During photosynthesis, electrons freed from water molecules go towards producing sugars for the plant’s survival. Structures within the plant cell called “thylakoids” store the energy from the sun. The scientists were able to alter proteins within the thylakoids to interrupt the pathway along which electrons flow, placing the thylakoids against a backing of carbon nanotubules 50,000 times finer than a human hair. Acting as an electrical conductor, the nanotubules were able to take the electrons from the plant and move them along a wire.
During experiments, the process resulted in current levels that were twice the power of current systems. While more work needs to be done to bring the technology to market level, the developments could potentially improve the function of solar panels, remote sensors, and other electronic equipment. “Clean energy is the need of the century,” said Ramasamy. “This approach may one day transform our ability to generate cleaner power from sunlight using plant-based systems.” Instead of noisy generators, turbines, or coal-fire stations, it is possible that we may one day have real “power plants” in our neighborhoods.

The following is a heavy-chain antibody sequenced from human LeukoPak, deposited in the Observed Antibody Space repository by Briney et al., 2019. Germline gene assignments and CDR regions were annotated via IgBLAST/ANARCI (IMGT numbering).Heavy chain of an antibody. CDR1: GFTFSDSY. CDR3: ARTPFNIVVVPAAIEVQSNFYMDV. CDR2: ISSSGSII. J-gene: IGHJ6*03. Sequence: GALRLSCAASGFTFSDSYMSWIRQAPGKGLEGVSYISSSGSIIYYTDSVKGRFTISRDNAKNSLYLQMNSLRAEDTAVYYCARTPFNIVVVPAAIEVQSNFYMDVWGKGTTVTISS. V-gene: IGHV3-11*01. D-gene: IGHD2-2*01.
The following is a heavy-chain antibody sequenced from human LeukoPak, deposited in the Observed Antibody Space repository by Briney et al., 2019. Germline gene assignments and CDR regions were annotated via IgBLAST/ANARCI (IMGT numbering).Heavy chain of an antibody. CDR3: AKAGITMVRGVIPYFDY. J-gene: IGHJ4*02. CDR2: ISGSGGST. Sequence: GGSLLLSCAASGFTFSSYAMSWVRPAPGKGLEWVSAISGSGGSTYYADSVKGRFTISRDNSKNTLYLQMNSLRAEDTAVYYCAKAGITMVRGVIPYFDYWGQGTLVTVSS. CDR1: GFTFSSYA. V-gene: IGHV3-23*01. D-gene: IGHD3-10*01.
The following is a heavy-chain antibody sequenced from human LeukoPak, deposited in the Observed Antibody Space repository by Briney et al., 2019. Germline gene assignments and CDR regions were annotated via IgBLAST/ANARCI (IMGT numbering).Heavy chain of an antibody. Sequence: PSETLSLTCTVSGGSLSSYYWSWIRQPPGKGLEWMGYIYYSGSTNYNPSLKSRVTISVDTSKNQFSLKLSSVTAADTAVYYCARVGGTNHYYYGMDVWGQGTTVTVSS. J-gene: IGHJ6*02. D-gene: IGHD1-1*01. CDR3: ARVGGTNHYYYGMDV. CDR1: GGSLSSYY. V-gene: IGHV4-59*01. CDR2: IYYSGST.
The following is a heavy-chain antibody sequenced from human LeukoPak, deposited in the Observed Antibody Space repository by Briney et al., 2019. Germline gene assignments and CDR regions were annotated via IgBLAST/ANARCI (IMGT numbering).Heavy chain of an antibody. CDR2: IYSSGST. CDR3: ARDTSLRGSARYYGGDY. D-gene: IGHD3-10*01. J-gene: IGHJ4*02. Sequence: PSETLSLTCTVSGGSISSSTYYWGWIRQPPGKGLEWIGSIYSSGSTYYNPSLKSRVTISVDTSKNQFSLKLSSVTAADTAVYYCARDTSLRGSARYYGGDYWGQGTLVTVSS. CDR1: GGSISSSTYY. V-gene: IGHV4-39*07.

When it comes to capturing solar energy, plants are first in their class. Able to function at nearly 100 percent quantum efficiency, they can produce an equal number of electrons for each photon captured. Using these photons to split water into hydrogen and oxygen, the resulting electrons are able to create sugars that help the plant to live and reproduce. Researchers at the University of Georgia have developed a way to harness the power of the photosynthetic process to generate a clean form of electricity. Ramaraja Ramasamy, assistant professor in the UGA College of Engineering, explained how his team manipulated the biology for human advantage.